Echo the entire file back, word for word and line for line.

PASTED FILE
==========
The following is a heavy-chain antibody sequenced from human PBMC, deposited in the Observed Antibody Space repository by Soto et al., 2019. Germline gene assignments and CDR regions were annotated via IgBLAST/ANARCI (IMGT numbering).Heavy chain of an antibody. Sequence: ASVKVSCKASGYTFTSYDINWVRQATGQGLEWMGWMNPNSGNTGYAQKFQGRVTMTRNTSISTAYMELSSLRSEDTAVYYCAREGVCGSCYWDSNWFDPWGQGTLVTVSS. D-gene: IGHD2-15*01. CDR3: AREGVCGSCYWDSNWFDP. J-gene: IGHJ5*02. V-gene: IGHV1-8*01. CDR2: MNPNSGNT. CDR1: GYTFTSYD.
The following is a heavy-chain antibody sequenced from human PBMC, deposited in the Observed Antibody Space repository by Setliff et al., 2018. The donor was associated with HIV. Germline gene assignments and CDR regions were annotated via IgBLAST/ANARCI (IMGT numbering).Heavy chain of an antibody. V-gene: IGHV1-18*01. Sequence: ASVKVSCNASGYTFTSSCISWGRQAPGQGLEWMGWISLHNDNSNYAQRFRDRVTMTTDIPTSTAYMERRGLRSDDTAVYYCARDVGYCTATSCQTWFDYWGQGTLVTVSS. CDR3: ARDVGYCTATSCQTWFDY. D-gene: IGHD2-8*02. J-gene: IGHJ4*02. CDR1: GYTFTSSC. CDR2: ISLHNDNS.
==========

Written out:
The following is a heavy-chain antibody sequenced from human PBMC, deposited in the Observed Antibody Space repository by Soto et al., 2019. Germline gene assignments and CDR regions were annotated via IgBLAST/ANARCI (IMGT numbering).Heavy chain of an antibody. Sequence: ASVKVSCKASGYTFTSYDINWVRQATGQGLEWMGWMNPNSGNTGYAQKFQGRVTMTRNTSISTAYMELSSLRSEDTAVYYCAREGVCGSCYWDSNWFDPWGQGTLVTVSS. D-gene: IGHD2-15*01. CDR3: AREGVCGSCYWDSNWFDP. J-gene: IGHJ5*02. V-gene: IGHV1-8*01. CDR2: MNPNSGNT. CDR1: GYTFTSYD.
The following is a heavy-chain antibody sequenced from human PBMC, deposited in the Observed Antibody Space repository by Setliff et al., 2018. The donor was associated with HIV. Germline gene assignments and CDR regions were annotated via IgBLAST/ANARCI (IMGT numbering).Heavy chain of an antibody. V-gene: IGHV1-18*01. Sequence: ASVKVSCNASGYTFTSSCISWGRQAPGQGLEWMGWISLHNDNSNYAQRFRDRVTMTTDIPTSTAYMERRGLRSDDTAVYYCARDVGYCTATSCQTWFDYWGQGTLVTVSS. CDR3: ARDVGYCTATSCQTWFDY. D-gene: IGHD2-8*02. J-gene: IGHJ4*02. CDR1: GYTFTSSC. CDR2: ISLHNDNS.